The economic package working out to around 4.8 per cent of FY20 GDP, is the amount of loss that the present lockdown starting from mid March and now expected to end on May 3 had created. The rating agency has said that with economy losing GDP worth $4.5 billion per day in the period of lockdown, only a big stimulus package from the government could create the environment to where the economy hoped to revive from the second half of current year.
Given that the virus lockdown came closely following a weak growth trajectory, Acuite believes that a contraction in GDP in Q1FY21 aside, there is a significant downside risk to our growth estimates of two per cent- three per cent for FY21 unless there is an appropriate and timely stimulus package for the economy.
“Ideally, we would like the government to opt for a stimulus package of Rs. 11.2 Lakh Cr ($150 billion), the economic loss that is already set to be recorded for the current lockdown period and that will tantamount to 4.8 per cent of FY20 GDP,” the report said.
“However, in our opinion, it is not so much the size of the package but its effectiveness that will be the key to a healthy revival of the economy by H2 FY21. The stimulus should primarily focus on maintaining productive government expenditure including capital expenditure to the extent possible, given the latter’s ability to push up growth,” it added.
With limited fiscal resources with the government, Acuite has suggested that the burden should be shared between the Centre, RBI and the states.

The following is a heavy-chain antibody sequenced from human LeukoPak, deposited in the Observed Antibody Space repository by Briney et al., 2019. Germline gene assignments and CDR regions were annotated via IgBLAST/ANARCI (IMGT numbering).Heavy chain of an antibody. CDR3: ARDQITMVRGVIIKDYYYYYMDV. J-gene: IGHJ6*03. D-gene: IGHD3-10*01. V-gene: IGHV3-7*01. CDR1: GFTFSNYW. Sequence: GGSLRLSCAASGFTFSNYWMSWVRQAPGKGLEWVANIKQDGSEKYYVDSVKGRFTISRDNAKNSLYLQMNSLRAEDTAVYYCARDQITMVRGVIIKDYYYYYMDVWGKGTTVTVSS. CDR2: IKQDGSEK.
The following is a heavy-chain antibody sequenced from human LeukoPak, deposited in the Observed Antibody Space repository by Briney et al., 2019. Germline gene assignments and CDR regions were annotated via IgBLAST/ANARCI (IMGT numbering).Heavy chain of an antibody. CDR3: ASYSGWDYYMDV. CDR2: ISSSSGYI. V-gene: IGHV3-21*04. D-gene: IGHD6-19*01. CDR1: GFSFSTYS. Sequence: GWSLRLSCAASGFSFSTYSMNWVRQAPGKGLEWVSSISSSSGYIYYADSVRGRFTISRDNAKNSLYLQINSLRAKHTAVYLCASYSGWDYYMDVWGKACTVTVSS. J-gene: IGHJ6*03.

It has said guarantees or loss reimbursement facility needs to be provided to banks. The estimate made is that an amount of Rs 1.8 lakh Crore additional working capital funds will be required by MSMEs and another Rs 1.2 lakh crore by corporates in relatively more vulnerable sectors.
Given the extraordinary nature of the global economic and health crisis sparked by Covid-19, Acuite believes there is adequate justification to raise debt or finance the deficit directly from RBI at this juncture albeit within specified limits.
“In order to ensure that the interest obligations on such additional off-market borrowings is not unsustainable, the feasibility of a special one-time issuance of special zero coupon securities by both the Central and the state governments to RBI can be explored. If the entire proposed stimulus amount of Rs 11.2 lakh crore is raised through this route, there will be a sharp growth in the balance sheet of RBI to the extent of 47 per cent as compared to the average growth of 22-24 per cent,” Suman Chowdhury, Chief Analytical Officer, Acuite Ratings said.
A portion of the economic package should also be shared by the states. Since the fiscal health of many states is not good, a few relatively stronger states with lower fiscal deficit levels may volunteer to take up around Rs three lakh crore of additional borrowings.
Acuite has suggested a group of six states, i.e. Karnataka, Gujarat, Tamil Nadu, Maharashtra, Haryana and Telangana where the current fiscal position is relatively better vis-a-vis other states with an average state fiscal deficit of 2.4 per cent.